Managing WordPress Users




In this video, we're going to talk about how to manage users in WordPress. If you're only running a blog for yourself, and there's only one of you, then you don't really need to worry about it too much. You shouldn't really have any other users, though. There is the option to have subscribers. We'll take a look at how to manage users and the different possible roles they may have in the admin on the left. Under users, you can view all users and right now we only have one and it's me. User information is sometimes rendered on the front of the website as well. For example, here's our news post about movies in the park and it says written by Topher and it's a link. If you click it then you get to go to an archive of all the posts by that user. So it's worth remembering that some of this information actually gets shown on the front of the site. Now when you're looking at the user archive in the admin area, you can see how many posts that person has written, their role, their email address, their name if they've entered one and then this is called a Gravatar. It's related to and it's used only if that user has an account at using the same email that is here. From right here, you can change the role to any of one of these and we'll talk about those in a few more minutes. You could bulk delete users and then you can search users on a site. With many users, the search can be very useful. Let's edit this user and look at some of the options on a per user basis. You can disable the visual editor when writing. I don't know why you'd want to do this but some people simply prefer HTML. Then there's an admin color scheme and simply by clicking you can change the color scheme of the admin area. I never do I just like the default. Then you can enable keyboard shortcuts for comment moderation and there's a link here to the codex. That helps you know what can be done and then there's the spot toolbar at the top. You can optionally show it or not show it. By default, it shows for everyone when they're logged in, some people simply don't like it. Then we get to personal information. You'll note that I don't have written in here a first name or last name and that's okay, that works, but I'm going to go ahead and do it and then there's a nickname required. I'm going to make mine a little more readable and then display name publicly as and you can choose from any of the above fields. I'm simply going to choose nickname. There's contact info, an email address is required and in fact users can use their email address to log in now. They don't have to use their username, that's one of the reasons that email addresses are so important. You may never have two users with the same email address, the website is optional. Some themes put it on the front of the website, some don't and the same goes for biographical information. Here we have profile picture. WordPress grabs the profile picture from Gravatar, if it can, but, if it can't, you can set your own. Here we can generate a new password. It's possible to be logged into this site from two different places maybe you logged in at work and left it logged in and when you get home want to log it out. You can simply click this button and it will take care of it for you. Now, you'll note that it didn't talk about role on this page. That's because you may not change your own role, you can only change it for others, even if you are an administrator. Now let's take a look at roles. I'm going to click add new and required is you to name an email and then there's this non-required information: a password, then the option to send the user an email about their account and then here we have roles and roles are very important. Let's talk about those. An administrator has full power to do everything. They can manage plugins, themes, content, users, everything an editor can do. Everything with content, which means they cannot change plugins, themes, settings or manage tools but they can do anything with anyone's content because they're the editor. An author can do anything with their own content, so they can write and publish and unpublish etc. A contributor can write but not publish. It must be reviewed by the editor or the administrator. Lastly a subscriber can't do anything with any content. There's very little they can do, besides change their own name and their own password. What they can do is be logged in to your website and have the website know about them. This is particularly useful if they comment a lot because then they don't have to put in their user. Nope, they don't have to put in their name, their web address, etc. They just comment. Also logged in users when they comment are rarely moderated. Usually they're known users because the site owner sees the account being created and if he doesn't like them he simply deletes the account. New rules may be invented and added to WordPress at any time and this is very common with e-commerce. When you install WooCommerce or easy digital downloads you may end up with an inventory manager and a sales manager. These roles allow someone to log in and deal only with e-commerce materials, never seeing any other content or settings or things like that. This can happen with just about any plugin. If you get a photography plug-in you might end up with a variety of other rules. If you run a large newspaper with WordPress, you might end up with more rules than the ones that it comes with. If you run a site with multiple people using it on a regular basis, think about what role they should have, what they need and what they do. Make sure that they have the right rule, otherwise they end up frustrated and start believing that WordPress can't do the things that they need to do, simply because their permissions are wrong. So feel free to make multiple users for your website think carefully about passwords. Make sure they have a good password and think carefully about rules and make sure that they're able to do what they need to do on your site.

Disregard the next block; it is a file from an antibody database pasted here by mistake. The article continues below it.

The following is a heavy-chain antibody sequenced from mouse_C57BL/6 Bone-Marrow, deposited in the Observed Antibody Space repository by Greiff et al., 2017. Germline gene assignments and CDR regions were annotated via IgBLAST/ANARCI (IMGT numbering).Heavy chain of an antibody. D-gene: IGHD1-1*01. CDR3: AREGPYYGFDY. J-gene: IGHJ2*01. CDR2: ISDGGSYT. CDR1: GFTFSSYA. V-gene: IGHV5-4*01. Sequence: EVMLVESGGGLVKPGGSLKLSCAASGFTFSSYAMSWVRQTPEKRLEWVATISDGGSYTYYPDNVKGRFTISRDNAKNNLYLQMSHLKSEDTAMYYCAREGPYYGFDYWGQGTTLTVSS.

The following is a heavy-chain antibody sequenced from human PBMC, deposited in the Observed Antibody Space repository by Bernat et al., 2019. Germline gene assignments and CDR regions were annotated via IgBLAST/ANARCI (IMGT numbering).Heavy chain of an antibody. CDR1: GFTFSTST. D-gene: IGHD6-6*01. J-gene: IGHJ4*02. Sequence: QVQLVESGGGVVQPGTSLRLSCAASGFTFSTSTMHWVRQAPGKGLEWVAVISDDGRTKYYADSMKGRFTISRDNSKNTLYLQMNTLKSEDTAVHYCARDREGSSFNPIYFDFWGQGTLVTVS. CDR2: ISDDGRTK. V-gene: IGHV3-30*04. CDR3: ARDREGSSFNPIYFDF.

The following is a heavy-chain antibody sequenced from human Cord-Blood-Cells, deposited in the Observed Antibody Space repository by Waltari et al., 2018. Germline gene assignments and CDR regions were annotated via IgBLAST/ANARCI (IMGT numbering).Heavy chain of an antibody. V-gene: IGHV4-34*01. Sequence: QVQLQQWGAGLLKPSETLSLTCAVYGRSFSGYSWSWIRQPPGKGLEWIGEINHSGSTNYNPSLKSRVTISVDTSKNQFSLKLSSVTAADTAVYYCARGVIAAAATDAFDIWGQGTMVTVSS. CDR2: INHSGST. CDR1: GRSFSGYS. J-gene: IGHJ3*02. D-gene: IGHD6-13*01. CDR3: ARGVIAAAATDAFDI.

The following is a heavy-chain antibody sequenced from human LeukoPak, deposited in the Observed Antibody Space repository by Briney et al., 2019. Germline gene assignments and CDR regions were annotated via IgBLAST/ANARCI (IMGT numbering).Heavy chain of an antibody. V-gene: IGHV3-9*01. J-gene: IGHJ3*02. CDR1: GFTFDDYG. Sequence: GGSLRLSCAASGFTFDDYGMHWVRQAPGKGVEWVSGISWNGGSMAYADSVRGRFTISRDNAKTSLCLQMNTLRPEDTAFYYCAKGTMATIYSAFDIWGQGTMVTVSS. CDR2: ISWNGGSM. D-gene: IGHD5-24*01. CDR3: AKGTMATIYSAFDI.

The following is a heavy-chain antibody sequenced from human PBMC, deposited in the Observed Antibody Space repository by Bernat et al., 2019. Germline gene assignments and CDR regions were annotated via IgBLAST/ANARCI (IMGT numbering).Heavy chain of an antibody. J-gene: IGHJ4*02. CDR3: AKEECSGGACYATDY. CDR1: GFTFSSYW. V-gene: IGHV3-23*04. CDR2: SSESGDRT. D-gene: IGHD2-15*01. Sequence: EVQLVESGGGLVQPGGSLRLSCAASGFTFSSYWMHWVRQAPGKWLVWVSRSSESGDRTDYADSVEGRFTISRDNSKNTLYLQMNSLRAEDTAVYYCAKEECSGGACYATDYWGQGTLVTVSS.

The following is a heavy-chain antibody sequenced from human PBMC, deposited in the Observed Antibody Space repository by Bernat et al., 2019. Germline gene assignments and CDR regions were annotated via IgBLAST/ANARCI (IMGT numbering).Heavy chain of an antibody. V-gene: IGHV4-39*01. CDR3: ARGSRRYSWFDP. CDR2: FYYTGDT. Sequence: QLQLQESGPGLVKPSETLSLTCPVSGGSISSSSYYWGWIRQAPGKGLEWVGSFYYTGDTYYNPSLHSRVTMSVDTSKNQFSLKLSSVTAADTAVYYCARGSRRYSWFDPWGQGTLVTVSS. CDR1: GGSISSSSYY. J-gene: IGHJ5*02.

Tags: WordPress